We’ve got a bunch of things here that you may not have thought of because spring cleaning is more than just heading to a room with a bucket and sponge. For instance, spring cleaning could include repairs. Usually small, but “repairs” seems daunting when you think about it. However, some or most repairs are much easier than you imagine up front and can be easier than cleaning. Whatever you do, don’t skip things because you think it’s just too frustrating. Tackle them all so you feel 100% accomplished and happy about your “new” home. In the play room or patio, you might realize there’s a small patch needed for a wall, or the trim needs a fresh coat of paint. Spackling a gouge in a wall is super easy, and spot-painting is as well. In the bathroom, there could be a leaky toilet that needs a new flush valve. You can find out how of do that yourself on YouTube, or just call a plumber. Check your shower for missing caulk and easily re-caulk it yourself. You might need to patch a hole in a window screen or send them away for repairs. Make A Plan Of Action Whatever it is you want to tackle this year on the grand scheme for your home, write out a simple plan. This can include a deep clean for the bathroom, a garage that’s readied for a sale, or a decluttered play room. The choice is yours and you’ll be glad you go into the work with an idea of what exactly you want to accomplish. Think big here. Write A List Of Smaller Actions From the big plan above, choose each area or room and head to it with a pen and paper in hand. Think about each step you’ll need to take to accomplish your goal and write out a detailed list. Nothing is too small, it all adds up, and you’ll be happy to tick off each individual item. Looking at your list of To-Do’s and Have-Done’s is a great way to stay motivated, so keep the chores small, broken down, and actionable. You also may not have realized until you’re in there inspecting your space that something is broken and needs repair or patching. Decide On A Time Limit Recall what you’ve done in the past and decide if you want to go super fast or take your time. What kind of cleaning routine works for you? Do you want to knock everything out as a weekend warrior, or do you prefer to spread out this list through a chunk of the year? Choose whichever one makes you feel least overwhelmed and more accomplished. Group Things Together Or Go Room To Room? Again, this one is best chosen by you, for you. For instance, would it make you feel better to have one room or area completely done before moving on to another? Or the alternate is to group together similar activities and perform them in each space. You might begin by decluttering the play room and bedroom and moving those things into the garage for the yard sale, then grouping things in the garage together as you go to await pricing. Or you might want to deep clean the baseboards and wash the walls in each of your spring cleaning project areas, then come back through to do the light fixtures in each area. Assemble What You’ll Need Before You Start Get together all your lists and buy whatever you need up front, before you start. This works on two levels:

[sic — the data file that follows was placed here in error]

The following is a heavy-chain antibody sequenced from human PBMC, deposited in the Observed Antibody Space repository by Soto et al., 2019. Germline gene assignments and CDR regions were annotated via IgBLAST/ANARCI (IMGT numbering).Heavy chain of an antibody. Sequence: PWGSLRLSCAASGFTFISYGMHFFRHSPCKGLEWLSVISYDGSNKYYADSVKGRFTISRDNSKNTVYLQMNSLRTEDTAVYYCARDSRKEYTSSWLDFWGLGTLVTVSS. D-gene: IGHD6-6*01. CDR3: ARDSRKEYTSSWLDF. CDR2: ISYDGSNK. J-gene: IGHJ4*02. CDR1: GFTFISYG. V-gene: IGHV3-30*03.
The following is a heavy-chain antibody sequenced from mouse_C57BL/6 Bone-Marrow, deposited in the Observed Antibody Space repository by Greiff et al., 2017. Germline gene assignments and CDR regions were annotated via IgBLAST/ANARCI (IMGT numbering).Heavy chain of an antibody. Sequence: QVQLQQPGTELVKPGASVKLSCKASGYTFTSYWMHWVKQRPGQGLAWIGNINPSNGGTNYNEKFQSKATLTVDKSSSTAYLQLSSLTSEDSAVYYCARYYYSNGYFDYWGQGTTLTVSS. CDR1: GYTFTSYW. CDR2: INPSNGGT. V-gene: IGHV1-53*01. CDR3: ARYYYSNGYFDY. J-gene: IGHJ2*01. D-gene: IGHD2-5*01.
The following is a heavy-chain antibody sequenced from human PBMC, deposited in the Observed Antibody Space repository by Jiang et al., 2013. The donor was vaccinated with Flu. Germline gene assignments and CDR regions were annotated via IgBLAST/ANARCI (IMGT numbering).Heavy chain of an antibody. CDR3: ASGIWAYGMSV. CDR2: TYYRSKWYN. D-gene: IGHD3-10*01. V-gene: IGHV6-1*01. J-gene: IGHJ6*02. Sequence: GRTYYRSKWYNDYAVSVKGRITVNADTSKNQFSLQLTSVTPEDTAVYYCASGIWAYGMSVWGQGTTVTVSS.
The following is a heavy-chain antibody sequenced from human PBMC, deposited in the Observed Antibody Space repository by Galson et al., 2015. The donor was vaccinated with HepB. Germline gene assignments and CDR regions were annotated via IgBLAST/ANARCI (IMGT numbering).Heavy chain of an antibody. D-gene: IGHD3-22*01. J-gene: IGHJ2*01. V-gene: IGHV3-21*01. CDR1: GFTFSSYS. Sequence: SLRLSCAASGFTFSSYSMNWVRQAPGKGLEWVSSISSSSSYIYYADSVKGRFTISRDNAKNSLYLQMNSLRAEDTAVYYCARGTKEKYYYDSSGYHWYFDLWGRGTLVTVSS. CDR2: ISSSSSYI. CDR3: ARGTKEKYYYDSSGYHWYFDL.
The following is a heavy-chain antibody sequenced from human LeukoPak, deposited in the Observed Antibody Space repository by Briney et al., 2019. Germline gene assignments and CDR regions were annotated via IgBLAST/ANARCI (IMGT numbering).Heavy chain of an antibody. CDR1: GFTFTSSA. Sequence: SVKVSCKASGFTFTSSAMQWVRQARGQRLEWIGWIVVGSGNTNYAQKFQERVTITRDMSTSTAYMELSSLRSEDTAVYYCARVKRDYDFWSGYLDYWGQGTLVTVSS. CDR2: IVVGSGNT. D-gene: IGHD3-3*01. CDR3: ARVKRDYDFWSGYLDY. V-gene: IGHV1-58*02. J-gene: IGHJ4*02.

- You’ll have everything on hand and won’t have to run to the store in a pinch.
- When lacking motivation, you will see your pile of supplies that you’ve purchased and likely push ahead.
- Check all door and window locks and latches.
- Check your safety equipment like fire extinguishers. If you don’t have them, buy them. Keep one in the kitchen, the garage, and the second floor of your home. Do they work and are fully charged and not expired? Go to your local fire station for help, they usually have a free program to help residents.
- Check the batteries in your smoke and carbon monoxide detectors.